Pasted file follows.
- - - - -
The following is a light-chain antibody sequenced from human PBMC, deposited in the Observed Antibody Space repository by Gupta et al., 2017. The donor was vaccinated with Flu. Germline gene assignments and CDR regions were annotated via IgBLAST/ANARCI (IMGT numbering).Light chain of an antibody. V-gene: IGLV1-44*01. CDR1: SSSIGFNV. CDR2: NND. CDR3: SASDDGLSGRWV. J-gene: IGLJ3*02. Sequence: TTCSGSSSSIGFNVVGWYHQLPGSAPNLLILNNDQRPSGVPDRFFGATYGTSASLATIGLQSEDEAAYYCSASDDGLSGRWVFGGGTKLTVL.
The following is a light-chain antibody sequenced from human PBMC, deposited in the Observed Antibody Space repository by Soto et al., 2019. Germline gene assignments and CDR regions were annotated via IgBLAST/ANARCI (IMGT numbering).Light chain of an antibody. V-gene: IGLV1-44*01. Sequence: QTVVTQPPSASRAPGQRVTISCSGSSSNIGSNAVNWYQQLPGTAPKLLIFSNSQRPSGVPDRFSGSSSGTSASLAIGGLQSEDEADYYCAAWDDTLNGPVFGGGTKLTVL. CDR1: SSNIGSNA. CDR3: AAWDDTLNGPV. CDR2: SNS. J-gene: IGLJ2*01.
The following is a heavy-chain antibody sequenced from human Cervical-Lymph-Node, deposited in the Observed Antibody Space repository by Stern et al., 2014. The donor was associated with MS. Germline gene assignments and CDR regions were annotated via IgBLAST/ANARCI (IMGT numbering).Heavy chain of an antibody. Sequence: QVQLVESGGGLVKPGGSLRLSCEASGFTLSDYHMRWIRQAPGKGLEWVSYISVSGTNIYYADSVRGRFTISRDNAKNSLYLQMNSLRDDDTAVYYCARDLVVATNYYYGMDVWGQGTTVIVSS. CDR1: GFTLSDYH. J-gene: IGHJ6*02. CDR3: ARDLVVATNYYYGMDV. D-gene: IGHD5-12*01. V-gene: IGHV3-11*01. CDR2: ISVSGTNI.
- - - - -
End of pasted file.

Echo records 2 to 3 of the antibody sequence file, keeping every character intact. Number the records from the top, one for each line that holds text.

The following is a light-chain antibody sequenced from human PBMC, deposited in the Observed Antibody Space repository by Soto et al., 2019. Germline gene assignments and CDR regions were annotated via IgBLAST/ANARCI (IMGT numbering).Light chain of an antibody. V-gene: IGLV1-44*01. Sequence: QTVVTQPPSASRAPGQRVTISCSGSSSNIGSNAVNWYQQLPGTAPKLLIFSNSQRPSGVPDRFSGSSSGTSASLAIGGLQSEDEADYYCAAWDDTLNGPVFGGGTKLTVL. CDR1: SSNIGSNA. CDR3: AAWDDTLNGPV. CDR2: SNS. J-gene: IGLJ2*01.
The following is a heavy-chain antibody sequenced from human Cervical-Lymph-Node, deposited in the Observed Antibody Space repository by Stern et al., 2014. The donor was associated with MS. Germline gene assignments and CDR regions were annotated via IgBLAST/ANARCI (IMGT numbering).Heavy chain of an antibody. Sequence: QVQLVESGGGLVKPGGSLRLSCEASGFTLSDYHMRWIRQAPGKGLEWVSYISVSGTNIYYADSVRGRFTISRDNAKNSLYLQMNSLRDDDTAVYYCARDLVVATNYYYGMDVWGQGTTVIVSS. CDR1: GFTLSDYH. J-gene: IGHJ6*02. CDR3: ARDLVVATNYYYGMDV. D-gene: IGHD5-12*01. V-gene: IGHV3-11*01. CDR2: ISVSGTNI.